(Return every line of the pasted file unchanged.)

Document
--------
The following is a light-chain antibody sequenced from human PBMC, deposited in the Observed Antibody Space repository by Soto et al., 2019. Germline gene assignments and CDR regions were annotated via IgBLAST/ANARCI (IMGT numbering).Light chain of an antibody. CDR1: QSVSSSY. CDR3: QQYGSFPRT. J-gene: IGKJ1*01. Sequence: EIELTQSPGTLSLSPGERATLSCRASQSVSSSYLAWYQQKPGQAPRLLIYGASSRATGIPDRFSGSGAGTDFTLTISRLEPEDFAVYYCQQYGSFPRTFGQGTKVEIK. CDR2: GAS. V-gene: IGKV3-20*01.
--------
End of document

The following is a light-chain antibody sequenced from human PBMC, deposited in the Observed Antibody Space repository by Soto et al., 2019. Germline gene assignments and CDR regions were annotated via IgBLAST/ANARCI (IMGT numbering).Light chain of an antibody. CDR1: QSVSSSY. CDR3: QQYGSFPRT. J-gene: IGKJ1*01. Sequence: EIELTQSPGTLSLSPGERATLSCRASQSVSSSYLAWYQQKPGQAPRLLIYGASSRATGIPDRFSGSGAGTDFTLTISRLEPEDFAVYYCQQYGSFPRTFGQGTKVEIK. CDR2: GAS. V-gene: IGKV3-20*01.